• Bringing forward allowances from future auctions; or
  • Auctioning up to 25% allowances from the free allocations reserved for new entrants.

The UK ETS auction process will differ from its EU counterpart in that auctions will be allowed to ‘clear’ even when not all available allowances are sold. Unsold allowances will be rolled forward to the following four auctions, in which a maximum of 125% of allowances originally intended for sale can be offered in each, hence, in contrast to the EU ETS, a time period will apply in the UK ETS regime.

Free allowances

As under EU ETS, a number of free allowances will be allocated to participants who compete with similar businesses outside of the UK, to support competitive business and prevent against carbon leakage. Going further, the Consultation Response confirms that free allowances will also be made available to new entrants to emissions trading under UK ETS and to participants who increase their activity by 15% (with a reduction of allowances for a 15% fall in activity levels).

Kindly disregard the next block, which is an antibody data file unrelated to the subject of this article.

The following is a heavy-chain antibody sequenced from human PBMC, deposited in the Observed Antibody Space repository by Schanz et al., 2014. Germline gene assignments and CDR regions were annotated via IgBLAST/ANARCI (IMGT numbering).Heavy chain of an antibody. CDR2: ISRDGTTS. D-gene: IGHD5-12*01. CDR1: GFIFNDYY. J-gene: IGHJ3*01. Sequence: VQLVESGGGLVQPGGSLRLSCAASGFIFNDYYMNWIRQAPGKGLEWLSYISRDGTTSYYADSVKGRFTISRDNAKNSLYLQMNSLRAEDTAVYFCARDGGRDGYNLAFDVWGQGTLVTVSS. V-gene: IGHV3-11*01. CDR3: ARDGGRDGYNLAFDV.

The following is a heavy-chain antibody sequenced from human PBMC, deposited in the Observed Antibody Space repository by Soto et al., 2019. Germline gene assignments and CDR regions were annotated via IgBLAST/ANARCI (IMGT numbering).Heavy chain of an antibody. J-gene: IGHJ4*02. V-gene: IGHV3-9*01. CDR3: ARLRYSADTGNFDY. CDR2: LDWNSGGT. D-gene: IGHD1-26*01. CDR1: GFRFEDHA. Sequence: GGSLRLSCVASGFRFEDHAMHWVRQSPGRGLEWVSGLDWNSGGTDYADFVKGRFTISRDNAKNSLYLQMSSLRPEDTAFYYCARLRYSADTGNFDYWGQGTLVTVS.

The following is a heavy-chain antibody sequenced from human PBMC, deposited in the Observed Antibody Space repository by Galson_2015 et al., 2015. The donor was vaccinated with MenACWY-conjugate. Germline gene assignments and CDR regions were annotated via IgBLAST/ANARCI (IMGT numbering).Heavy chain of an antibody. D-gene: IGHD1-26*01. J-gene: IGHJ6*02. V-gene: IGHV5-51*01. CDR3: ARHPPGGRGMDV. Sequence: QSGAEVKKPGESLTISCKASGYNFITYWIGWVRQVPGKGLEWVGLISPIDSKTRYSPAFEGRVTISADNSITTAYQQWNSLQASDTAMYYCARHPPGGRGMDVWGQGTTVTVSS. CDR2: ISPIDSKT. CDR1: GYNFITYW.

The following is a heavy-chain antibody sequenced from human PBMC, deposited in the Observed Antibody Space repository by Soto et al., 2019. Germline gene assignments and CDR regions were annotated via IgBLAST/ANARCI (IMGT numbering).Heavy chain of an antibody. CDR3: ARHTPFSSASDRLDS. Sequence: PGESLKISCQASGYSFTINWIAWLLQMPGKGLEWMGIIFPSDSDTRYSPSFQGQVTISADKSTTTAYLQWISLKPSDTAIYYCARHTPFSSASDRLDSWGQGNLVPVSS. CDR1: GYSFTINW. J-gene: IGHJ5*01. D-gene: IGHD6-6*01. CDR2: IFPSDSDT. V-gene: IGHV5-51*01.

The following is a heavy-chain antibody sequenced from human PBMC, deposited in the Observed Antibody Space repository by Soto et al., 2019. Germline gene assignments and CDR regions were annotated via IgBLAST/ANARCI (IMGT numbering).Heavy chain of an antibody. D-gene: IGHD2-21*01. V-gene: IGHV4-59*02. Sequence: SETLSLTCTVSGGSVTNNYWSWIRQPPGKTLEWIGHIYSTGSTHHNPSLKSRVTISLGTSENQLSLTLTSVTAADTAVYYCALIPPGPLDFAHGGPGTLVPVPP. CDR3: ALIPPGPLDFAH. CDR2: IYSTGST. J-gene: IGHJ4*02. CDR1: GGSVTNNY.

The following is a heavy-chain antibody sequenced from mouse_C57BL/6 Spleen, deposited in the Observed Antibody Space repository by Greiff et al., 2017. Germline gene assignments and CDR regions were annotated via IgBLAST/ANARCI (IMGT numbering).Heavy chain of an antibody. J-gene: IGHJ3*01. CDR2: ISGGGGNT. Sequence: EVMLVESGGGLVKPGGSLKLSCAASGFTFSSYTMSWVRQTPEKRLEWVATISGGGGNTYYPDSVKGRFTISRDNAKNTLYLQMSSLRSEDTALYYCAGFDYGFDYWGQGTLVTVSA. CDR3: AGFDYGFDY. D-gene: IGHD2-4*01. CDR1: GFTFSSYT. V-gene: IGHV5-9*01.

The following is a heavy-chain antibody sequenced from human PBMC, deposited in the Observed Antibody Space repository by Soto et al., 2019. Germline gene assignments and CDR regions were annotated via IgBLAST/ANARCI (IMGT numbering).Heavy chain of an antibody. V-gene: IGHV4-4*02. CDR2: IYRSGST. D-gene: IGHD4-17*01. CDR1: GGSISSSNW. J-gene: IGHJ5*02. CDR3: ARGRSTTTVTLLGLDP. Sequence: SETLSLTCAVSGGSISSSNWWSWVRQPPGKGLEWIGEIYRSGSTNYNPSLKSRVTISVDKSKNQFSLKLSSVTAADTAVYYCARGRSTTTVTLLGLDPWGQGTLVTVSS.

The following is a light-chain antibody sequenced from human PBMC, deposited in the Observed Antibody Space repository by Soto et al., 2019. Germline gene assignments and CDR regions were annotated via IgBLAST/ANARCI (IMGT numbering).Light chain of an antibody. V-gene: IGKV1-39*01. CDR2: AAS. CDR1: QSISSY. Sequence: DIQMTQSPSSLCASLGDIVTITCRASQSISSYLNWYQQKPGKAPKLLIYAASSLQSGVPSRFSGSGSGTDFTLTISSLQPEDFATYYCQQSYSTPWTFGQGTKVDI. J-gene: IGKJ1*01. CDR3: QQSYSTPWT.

The Consultation Response confirmed that free allowances will be allocated to the aviation sector as they would have been under EU ETS Phase IV, but that, as under Phase IV, there will be no special reserve of allowances for distribution to any new entrants.


De minimis: As under EU ETS, UK ETS will incorporate a Small Emitter and Hospital Opt-Out scheme for installations with emissions lower than 25,000t CO2e per annum and a net-rated thermal capacity below 35MW. Participants in this scheme have to report on their emissions and meet annual reduction targets.

In addition, under UK ETS, installations emitting less than 2,500t CO2e per annum will be eligible for the Ultra-Small Emitter Exemption – exempting them from all elements of UK ETS other than the requirement to monitor emissions and report if they exceed this threshold.

Aviation exemptions: Certain aircraft operators flying UK ETS routes will be exempt from the scheme. These are:

  • Commercial operators (i) who operate fewer than 243 flights per four-month period, for three consecutive four month periods, or (ii) who operate flights emitting less than 10,000 tonnes of CO2 per year; and
  • Non-commercial operators who operate flights emitting less than 1,000 tonnes of CO2 annually.

This mirrors the approach under EU ETS.